Analog Video and Derisive Laughter
Recently, The A.V. Club began hosting a series of short web videos by the curators of the Found Footage Festival, a “one-of-a-kind event that showcases footage from videos that were found at garage sales and thrift stores and in warehouses and dumpsters across the country.” These videos have become regular viewing for me, complementing my occasional perusal of the website Everything is Terrible! (which “take[s] forgotten VHS tapes of all kinds and edit[s] them down into easily digestible viral videos”). By purveying the best/worst in bargain-basement VHS excess, these websites trade in the simultaneous ridicule of absurd performance and obsolete media technology. The rubric for inclusion into the Found Footage Festival gets to the heart of the matter: “1) Footage must be found on physical format. No YouTube. 2) It has to be unintentionally funny. Whatever it’s trying to do, it has to fail miserably at that.” I often laugh at these videos, but why?
On a basic level, much of the material is damn funny. The pleasures that await include dating service videos; Kathie Lee Gifford rapping; and Club Mario, a particularly egregious offender in the wasteland of canned 1990s “extreme” youth culture. The cult fascination of these texts carries affinities with paracinematic appreciation, and it also follows familiar lines of camp, kitsch, and/or irony. But there is also an element of earnest nostalgic pleasure. As Lucas Hilderbrand writes about workout videos, revisiting these tapes might bring about “a double-edge affect of shame and affection.” And just like the workout tapes, many of these found videos carry the battle-scars of worn-out videotape and overuse. For the Found Footage Festival and Everything is Terrible!, the various signifiers of “imperfect” older technology figure as another part of the joke.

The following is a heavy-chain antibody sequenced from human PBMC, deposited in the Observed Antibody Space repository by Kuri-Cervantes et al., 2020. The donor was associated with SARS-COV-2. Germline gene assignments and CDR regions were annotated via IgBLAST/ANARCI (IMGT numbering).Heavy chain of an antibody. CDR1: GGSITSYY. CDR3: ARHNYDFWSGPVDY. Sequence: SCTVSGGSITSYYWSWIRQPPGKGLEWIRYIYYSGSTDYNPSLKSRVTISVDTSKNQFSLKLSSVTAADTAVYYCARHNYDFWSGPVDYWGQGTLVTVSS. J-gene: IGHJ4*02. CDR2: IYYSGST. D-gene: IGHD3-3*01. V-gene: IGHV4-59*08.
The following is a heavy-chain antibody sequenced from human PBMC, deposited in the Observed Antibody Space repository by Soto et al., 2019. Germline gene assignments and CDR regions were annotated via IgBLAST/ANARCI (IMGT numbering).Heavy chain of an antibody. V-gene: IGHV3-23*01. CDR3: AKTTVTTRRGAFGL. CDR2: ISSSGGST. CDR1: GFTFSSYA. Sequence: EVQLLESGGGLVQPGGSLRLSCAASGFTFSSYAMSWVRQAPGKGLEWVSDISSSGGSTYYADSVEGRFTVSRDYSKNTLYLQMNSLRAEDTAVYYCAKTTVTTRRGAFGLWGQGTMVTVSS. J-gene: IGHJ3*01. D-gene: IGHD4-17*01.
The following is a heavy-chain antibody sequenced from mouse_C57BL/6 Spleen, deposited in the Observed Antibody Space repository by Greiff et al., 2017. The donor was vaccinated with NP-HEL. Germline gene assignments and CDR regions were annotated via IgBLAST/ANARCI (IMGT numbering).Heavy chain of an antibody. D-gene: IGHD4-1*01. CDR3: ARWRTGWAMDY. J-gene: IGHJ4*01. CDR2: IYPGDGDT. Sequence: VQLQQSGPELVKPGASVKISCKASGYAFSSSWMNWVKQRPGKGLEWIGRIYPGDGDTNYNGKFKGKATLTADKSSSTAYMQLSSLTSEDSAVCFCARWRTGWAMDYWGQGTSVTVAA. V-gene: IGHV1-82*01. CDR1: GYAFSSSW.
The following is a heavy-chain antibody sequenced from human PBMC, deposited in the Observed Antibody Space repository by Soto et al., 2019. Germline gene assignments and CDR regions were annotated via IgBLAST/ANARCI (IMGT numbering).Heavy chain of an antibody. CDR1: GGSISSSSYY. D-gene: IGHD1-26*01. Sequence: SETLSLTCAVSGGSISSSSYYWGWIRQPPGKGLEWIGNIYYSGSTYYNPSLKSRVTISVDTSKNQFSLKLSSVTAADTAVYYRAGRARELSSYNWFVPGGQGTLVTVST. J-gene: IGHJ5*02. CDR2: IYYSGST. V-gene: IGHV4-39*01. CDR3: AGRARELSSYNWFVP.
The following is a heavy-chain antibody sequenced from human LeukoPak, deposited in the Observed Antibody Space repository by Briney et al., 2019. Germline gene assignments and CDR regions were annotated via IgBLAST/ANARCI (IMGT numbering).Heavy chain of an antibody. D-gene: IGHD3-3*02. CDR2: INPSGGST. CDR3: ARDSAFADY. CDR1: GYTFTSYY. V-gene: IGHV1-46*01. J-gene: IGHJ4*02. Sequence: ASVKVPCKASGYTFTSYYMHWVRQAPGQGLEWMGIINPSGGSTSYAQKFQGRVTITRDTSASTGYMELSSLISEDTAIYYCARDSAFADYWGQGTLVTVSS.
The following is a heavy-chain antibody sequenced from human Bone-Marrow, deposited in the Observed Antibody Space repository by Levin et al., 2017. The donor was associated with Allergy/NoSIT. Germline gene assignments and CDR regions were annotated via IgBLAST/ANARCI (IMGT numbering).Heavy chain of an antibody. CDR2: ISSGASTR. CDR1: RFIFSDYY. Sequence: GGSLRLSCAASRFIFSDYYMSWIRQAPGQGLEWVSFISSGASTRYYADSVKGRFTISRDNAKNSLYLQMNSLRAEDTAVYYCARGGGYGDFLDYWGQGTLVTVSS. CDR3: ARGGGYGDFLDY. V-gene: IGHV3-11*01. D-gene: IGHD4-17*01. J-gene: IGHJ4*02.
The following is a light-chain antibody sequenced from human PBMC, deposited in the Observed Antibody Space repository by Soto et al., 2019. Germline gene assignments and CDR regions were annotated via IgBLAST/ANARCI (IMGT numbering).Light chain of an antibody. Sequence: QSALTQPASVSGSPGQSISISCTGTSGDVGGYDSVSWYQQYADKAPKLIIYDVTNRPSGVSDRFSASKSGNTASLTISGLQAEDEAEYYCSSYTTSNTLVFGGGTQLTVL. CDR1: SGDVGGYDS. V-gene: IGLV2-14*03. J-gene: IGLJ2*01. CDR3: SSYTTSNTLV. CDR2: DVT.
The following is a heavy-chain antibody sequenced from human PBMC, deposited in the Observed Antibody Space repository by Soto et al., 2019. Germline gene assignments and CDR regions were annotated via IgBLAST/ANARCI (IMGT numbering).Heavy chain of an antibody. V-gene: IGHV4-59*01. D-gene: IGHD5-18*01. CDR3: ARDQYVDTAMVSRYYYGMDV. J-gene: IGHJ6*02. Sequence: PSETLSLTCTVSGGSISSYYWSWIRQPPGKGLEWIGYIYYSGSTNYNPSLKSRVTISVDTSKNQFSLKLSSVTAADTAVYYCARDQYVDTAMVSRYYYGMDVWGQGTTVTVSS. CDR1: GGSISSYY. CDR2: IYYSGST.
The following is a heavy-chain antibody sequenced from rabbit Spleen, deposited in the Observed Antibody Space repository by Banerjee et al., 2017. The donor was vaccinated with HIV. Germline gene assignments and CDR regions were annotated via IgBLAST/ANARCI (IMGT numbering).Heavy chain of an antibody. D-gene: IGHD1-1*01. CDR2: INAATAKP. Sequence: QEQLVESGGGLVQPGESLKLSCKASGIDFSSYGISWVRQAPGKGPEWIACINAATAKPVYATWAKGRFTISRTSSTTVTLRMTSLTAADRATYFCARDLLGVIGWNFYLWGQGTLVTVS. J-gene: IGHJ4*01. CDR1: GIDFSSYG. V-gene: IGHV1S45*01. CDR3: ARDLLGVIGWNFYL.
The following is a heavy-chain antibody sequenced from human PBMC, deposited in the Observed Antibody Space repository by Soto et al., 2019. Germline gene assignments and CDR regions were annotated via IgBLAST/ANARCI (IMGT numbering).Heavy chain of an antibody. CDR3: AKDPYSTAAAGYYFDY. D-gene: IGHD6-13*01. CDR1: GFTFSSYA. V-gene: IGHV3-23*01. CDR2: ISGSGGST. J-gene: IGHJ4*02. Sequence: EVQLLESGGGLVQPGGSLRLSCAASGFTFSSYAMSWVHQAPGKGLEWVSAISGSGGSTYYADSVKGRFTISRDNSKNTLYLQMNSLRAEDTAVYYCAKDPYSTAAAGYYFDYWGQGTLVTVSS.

On the other hand, my laughter tends to catch when I consider its dimensions of mockery. This is made explicit, of course, in the Found Footage Festival’s description of its exhibits as miserable failures. Moreover, the Found Footage Festival is hosted by two droll hipsters and, well, the title of Everything is Terrible! says it all. But like any good student of cultural studies, I worry when the Found Footage Festival and Everything is Terrible! focus their mockery on people, genres, and practices existent at the bottom of any number of cultural hierarchies. Moreover, the ridicule of videotape as a technological form suggests a masculinist, Western logic that privileges advanced technology and the mastery of that technology in the production of knowledge.
It follows that these videos become purportedly funnier as our contemporary media technology gets “better.” From there, it’s not hard to extend the idea of “clarity” beyond aesthetic and technological descriptions of high-definition visual media into a metaphorical judgment of contemporary cultural practices counterposed against those of the embarrassing 80s and 90s. We can see more clearly now; just look at the sharper images on our screens as proof! Charles Acland has recently raised some provocative questions about the increased academic focus on new media forms, suggesting that an intensified attention to new media technologies follows the capitalist logic of consumer electronics industries. I wonder if the deployment of analog technologies for comic purposes carries a similar logic. Tellingly, I watch these videos through my laptop screen, which provides safe historical, technological, and ontological distance from the “bad” object.
Ultimately, the Found Footage Festival and Everything is Terrible! afford me an opportunity to interrogate both my own responses to “unintentional” humor and the logic that newer technologies equate to a necessarily “better” engagement with visual media. Of course, this negotiation may also just be a way for me to have my cake and eat it too. I can take issue with the presumption that analog technology and its various users are deserving of scorn, but that does not mean that I am going to stop laughing at Danny Bonaduce’s Mortal Kombat.